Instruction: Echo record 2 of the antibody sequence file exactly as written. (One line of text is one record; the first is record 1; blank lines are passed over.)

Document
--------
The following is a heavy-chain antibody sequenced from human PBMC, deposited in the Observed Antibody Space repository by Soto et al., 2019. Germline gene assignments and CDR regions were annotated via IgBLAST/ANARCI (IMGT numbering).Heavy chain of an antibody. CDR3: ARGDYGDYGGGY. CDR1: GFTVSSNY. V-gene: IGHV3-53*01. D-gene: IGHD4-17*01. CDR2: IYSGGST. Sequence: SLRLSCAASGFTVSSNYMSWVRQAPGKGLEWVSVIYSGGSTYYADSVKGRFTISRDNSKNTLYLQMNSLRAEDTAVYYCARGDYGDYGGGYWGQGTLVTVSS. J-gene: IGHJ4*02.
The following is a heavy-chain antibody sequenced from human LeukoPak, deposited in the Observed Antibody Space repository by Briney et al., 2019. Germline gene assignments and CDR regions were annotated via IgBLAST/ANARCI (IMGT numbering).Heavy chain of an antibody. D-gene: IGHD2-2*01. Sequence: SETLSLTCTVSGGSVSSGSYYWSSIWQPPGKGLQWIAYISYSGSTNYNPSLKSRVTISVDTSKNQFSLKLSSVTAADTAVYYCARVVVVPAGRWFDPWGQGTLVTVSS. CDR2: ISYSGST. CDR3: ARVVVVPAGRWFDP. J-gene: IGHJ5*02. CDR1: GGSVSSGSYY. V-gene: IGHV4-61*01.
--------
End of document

The following is a heavy-chain antibody sequenced from human LeukoPak, deposited in the Observed Antibody Space repository by Briney et al., 2019. Germline gene assignments and CDR regions were annotated via IgBLAST/ANARCI (IMGT numbering).Heavy chain of an antibody. D-gene: IGHD2-2*01. Sequence: SETLSLTCTVSGGSVSSGSYYWSSIWQPPGKGLQWIAYISYSGSTNYNPSLKSRVTISVDTSKNQFSLKLSSVTAADTAVYYCARVVVVPAGRWFDPWGQGTLVTVSS. CDR2: ISYSGST. CDR3: ARVVVVPAGRWFDP. J-gene: IGHJ5*02. CDR1: GGSVSSGSYY. V-gene: IGHV4-61*01.